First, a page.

Levels of Compliance
The CMMC introduces levels of compliance instead of requiring all contractors to implement the entire spectrum of NIST SP 800-171 standards. While this might seem more complicated, further investigation reveals it’s a good thing for most contractors and subcontractors. Since many DoD contractors won’t need the security required for levels 4 and 5, they’ll face fewer regulations than under the NIST model. In many cases, likely, organizations that require Level 1 CMMC are already using the processes they’ll need to obtain certification.
Self-certification and SSPs with a POA&M were a big part of the NIST compliance model. CMMC requires DoD contractors and subcontractors to implement and document the security measures outlined by the specific NIST standards then pass a performance audit to certify compliance. Instead of each contractor using personal criteria to self-certify, all DoD contractors and subcontractors will be required to be tested by a CMMC third-party assessment organization (C3PAO). This means organizations will be required to seek out an appointed C3PAO and schedule an audit to achieve the target level of CMMC.
Compliance Required to Participate
When the phased rollout of CMMC is complete, all DoD contractors will have to prove compliance at the correct level before even being allowed to bid on a contract. This is the big reason contractors are encouraged to start the task of preparing for compliance as early as possible. Under NIST 171, contractors were able to self-certify and address issues with a long-term POA&M while working on a contract. By 2026, under CMMC, contractors and subcontractors won’t be able to renew existing contracts with the DoD or bid on new ones without the proper certification in place.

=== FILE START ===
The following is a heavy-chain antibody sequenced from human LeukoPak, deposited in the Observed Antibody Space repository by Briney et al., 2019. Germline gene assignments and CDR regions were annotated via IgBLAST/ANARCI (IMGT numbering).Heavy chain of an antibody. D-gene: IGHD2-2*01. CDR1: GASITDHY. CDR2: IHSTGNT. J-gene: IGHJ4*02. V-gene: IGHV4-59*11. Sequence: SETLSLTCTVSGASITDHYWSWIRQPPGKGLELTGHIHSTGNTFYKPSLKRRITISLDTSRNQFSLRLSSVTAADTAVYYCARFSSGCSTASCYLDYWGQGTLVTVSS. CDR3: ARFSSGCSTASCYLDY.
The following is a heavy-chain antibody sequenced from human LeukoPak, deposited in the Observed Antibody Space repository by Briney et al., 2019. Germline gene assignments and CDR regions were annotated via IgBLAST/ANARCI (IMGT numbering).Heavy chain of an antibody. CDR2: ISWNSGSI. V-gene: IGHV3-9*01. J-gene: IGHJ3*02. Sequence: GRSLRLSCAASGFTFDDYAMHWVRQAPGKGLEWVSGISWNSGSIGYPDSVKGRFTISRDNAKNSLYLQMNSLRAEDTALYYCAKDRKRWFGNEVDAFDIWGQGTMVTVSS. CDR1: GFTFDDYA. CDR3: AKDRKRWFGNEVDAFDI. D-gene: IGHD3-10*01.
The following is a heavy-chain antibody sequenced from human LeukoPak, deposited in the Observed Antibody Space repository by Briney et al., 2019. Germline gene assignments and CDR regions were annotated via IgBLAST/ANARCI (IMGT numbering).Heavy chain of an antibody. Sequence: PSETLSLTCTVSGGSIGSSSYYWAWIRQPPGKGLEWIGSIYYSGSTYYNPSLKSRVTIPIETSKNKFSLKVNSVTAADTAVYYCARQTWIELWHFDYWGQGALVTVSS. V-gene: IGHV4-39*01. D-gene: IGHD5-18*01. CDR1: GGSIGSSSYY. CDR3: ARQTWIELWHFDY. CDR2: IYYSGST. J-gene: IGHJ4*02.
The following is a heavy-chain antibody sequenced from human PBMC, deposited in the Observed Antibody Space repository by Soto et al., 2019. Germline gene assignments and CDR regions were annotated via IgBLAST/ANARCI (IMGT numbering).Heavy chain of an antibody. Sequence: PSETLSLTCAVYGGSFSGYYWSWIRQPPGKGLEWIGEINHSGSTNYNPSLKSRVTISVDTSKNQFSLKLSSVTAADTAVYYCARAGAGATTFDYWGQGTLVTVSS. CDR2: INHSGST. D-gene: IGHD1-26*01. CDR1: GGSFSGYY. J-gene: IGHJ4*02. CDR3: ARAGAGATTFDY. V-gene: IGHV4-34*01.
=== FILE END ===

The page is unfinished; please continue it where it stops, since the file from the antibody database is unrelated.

Subcontractors Must Prove Compliance
In the past, prime contractors were responsible for ensuring the compliance of the subcontractors they contracted, but subs weren’t required to prove or document compliance. Under CMMC, all contractors and subs will be required to prove certification that aligns with the information they’re required to handle. This means many more companies and organizations will be required to participate. Although subcontractors will be required to take care of the implementation of CMMC standards and prove compliance at their target level, prime contractors still hold some responsibility for their subs. If any subcontractors working on a DoD contract aren’t compliant with the CMMC level required for the project, the prime contractor is deemed non-compliant.
The Cost of Non-compliance
While NIST required mandatory compliance, the response to failures in compliance wasn’t exactly threatening. Since DoD contractors could continue working on projects while addressing cybersecurity issues, the remediation plans often weren’t taken care of quickly. Non-compliance with CMMC will work differently because of the process of certification. Initially, contractors will lose the chance to bid on or win contracts from the DoD if compliance levels aren’t met. Non-compliance from prime contractors or subcontractors will also mean the termination of government contracts and potential charges of fraud and breach of contract.
CMMC Has Added Practices and Domains
It’s important to note that the biggest changes in standards and processes occur at the highest levels of CMMC. However, CMMC adds requirements not found in NIST starting at level 2. The added practices in levels 2 and 3 are designed to go beyond the protection of CUI to help DoD contractors implement a more well-rounded security system. The addition of these practices (7 on Level 2 and 13 on Level 3) work to force organizations to implement a system that advances
cybersecurity programs, increases awareness to identify and mitigate risks, enhances protection against common threats to the DIB like phishing, ransomware, and malware.